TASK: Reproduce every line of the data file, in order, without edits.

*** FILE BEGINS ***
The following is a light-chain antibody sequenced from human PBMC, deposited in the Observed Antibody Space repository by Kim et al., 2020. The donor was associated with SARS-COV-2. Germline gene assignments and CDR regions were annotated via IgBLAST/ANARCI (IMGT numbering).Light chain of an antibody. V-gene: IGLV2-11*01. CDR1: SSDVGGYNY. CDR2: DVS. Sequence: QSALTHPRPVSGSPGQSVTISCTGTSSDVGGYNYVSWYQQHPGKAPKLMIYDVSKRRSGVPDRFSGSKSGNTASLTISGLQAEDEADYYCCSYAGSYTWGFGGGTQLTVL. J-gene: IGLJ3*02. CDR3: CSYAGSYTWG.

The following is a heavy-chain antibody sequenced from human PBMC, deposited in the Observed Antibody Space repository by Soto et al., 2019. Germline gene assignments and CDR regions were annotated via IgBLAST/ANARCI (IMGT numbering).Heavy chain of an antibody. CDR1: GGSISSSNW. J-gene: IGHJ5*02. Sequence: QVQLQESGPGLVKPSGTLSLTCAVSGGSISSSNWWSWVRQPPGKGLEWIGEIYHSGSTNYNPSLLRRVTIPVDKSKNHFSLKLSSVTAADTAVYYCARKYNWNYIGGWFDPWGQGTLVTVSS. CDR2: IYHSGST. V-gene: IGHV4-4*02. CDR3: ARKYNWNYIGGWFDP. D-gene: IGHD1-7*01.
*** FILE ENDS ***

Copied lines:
The following is a light-chain antibody sequenced from human PBMC, deposited in the Observed Antibody Space repository by Kim et al., 2020. The donor was associated with SARS-COV-2. Germline gene assignments and CDR regions were annotated via IgBLAST/ANARCI (IMGT numbering).Light chain of an antibody. V-gene: IGLV2-11*01. CDR1: SSDVGGYNY. CDR2: DVS. Sequence: QSALTHPRPVSGSPGQSVTISCTGTSSDVGGYNYVSWYQQHPGKAPKLMIYDVSKRRSGVPDRFSGSKSGNTASLTISGLQAEDEADYYCCSYAGSYTWGFGGGTQLTVL. J-gene: IGLJ3*02. CDR3: CSYAGSYTWG.

The following is a heavy-chain antibody sequenced from human PBMC, deposited in the Observed Antibody Space repository by Soto et al., 2019. Germline gene assignments and CDR regions were annotated via IgBLAST/ANARCI (IMGT numbering).Heavy chain of an antibody. CDR1: GGSISSSNW. J-gene: IGHJ5*02. Sequence: QVQLQESGPGLVKPSGTLSLTCAVSGGSISSSNWWSWVRQPPGKGLEWIGEIYHSGSTNYNPSLLRRVTIPVDKSKNHFSLKLSSVTAADTAVYYCARKYNWNYIGGWFDPWGQGTLVTVSS. CDR2: IYHSGST. V-gene: IGHV4-4*02. CDR3: ARKYNWNYIGGWFDP. D-gene: IGHD1-7*01.